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In "Everyday Use," a short story written by Alice Walker, a heavy undercurrent of betrayal is present throughout the majority of the story. There are multiple elements to this theme: Dee betrays her mother and sister in her failure to help save Maggie from the fire and her apparent enjoyment at the loss of their home; Maggie and her mother are betrayed when Dee seems to make every effort to change her identity and become different from the way she was brought up; Dee continues to betray her family heritage by being embarrassed by the way she was raised, yet greedily taking every pretty, valuable, or impressive material possession she can get her hands on, especially when she does not even inquire about her mother's or sister's feelings about those things.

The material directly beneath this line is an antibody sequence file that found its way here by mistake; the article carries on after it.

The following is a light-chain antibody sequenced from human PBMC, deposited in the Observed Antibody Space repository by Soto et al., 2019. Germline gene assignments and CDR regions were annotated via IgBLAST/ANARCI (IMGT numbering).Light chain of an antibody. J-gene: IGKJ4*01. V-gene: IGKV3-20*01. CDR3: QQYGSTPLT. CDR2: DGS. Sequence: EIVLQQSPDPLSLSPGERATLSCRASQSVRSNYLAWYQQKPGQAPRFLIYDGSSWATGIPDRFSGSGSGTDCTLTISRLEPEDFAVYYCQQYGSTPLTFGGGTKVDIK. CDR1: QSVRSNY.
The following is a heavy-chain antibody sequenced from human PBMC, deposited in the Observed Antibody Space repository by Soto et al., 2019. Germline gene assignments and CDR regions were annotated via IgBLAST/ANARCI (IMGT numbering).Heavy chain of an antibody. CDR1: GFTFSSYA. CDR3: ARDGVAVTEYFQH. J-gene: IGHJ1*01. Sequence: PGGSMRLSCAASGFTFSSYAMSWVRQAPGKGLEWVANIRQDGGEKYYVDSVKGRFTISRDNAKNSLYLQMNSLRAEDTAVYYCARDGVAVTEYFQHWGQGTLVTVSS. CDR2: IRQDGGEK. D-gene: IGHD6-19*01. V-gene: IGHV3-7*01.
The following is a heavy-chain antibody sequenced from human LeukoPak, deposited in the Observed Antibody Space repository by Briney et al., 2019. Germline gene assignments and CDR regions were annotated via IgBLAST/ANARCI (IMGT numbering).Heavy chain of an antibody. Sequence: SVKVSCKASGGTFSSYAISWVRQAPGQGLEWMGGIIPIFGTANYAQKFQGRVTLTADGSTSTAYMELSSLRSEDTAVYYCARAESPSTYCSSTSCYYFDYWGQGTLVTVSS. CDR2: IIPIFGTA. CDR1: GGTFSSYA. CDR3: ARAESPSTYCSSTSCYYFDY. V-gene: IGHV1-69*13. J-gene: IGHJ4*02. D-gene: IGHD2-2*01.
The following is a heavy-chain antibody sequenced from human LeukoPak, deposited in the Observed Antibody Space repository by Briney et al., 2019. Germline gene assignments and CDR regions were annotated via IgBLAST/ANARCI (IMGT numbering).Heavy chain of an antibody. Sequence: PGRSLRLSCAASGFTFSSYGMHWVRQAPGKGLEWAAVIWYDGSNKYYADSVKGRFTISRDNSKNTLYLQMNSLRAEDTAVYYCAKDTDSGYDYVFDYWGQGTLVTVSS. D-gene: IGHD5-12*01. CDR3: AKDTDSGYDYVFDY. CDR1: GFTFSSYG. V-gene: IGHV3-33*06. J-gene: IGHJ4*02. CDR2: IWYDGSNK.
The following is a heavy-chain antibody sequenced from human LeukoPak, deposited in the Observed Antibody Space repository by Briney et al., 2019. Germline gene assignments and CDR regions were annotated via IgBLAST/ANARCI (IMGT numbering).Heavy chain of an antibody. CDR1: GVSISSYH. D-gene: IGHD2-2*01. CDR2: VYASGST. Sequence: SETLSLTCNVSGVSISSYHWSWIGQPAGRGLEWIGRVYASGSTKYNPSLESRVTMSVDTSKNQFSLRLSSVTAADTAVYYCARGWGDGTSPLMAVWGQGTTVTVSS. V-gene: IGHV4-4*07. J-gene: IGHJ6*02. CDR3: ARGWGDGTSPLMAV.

The most unforgiveable occurrence of betrayal in "Everyday Use" takes place when Dee ("Wangero") attempts to take the family quilts that have been promised to Maggie. Dee not only hurts her mother and sister in her insistance on taking the quilts to use as art pieces, but betrays her culture, ancestors, and heritage by insisting that it is wrong to use them as they were intended and by implying that Maggie does not deserve them.
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